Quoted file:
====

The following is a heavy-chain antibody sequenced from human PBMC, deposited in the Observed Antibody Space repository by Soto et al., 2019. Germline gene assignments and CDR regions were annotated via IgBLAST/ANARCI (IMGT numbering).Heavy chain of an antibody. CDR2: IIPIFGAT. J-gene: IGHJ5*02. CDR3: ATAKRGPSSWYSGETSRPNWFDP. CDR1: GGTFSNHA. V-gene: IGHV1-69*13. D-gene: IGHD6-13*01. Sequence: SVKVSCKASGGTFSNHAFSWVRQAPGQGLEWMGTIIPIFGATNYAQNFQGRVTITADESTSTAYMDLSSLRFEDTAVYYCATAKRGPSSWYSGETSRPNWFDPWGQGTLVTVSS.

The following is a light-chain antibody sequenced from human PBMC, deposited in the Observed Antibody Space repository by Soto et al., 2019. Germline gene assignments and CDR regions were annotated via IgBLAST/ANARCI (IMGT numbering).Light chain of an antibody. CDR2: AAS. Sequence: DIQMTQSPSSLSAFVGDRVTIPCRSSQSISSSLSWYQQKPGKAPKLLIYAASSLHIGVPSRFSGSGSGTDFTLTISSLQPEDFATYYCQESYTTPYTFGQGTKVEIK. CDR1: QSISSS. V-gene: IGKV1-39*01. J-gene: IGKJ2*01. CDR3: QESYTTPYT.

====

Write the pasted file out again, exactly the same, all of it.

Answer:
The following is a heavy-chain antibody sequenced from human PBMC, deposited in the Observed Antibody Space repository by Soto et al., 2019. Germline gene assignments and CDR regions were annotated via IgBLAST/ANARCI (IMGT numbering).Heavy chain of an antibody. CDR2: IIPIFGAT. J-gene: IGHJ5*02. CDR3: ATAKRGPSSWYSGETSRPNWFDP. CDR1: GGTFSNHA. V-gene: IGHV1-69*13. D-gene: IGHD6-13*01. Sequence: SVKVSCKASGGTFSNHAFSWVRQAPGQGLEWMGTIIPIFGATNYAQNFQGRVTITADESTSTAYMDLSSLRFEDTAVYYCATAKRGPSSWYSGETSRPNWFDPWGQGTLVTVSS.

The following is a light-chain antibody sequenced from human PBMC, deposited in the Observed Antibody Space repository by Soto et al., 2019. Germline gene assignments and CDR regions were annotated via IgBLAST/ANARCI (IMGT numbering).Light chain of an antibody. CDR2: AAS. Sequence: DIQMTQSPSSLSAFVGDRVTIPCRSSQSISSSLSWYQQKPGKAPKLLIYAASSLHIGVPSRFSGSGSGTDFTLTISSLQPEDFATYYCQESYTTPYTFGQGTKVEIK. CDR1: QSISSS. V-gene: IGKV1-39*01. J-gene: IGKJ2*01. CDR3: QESYTTPYT.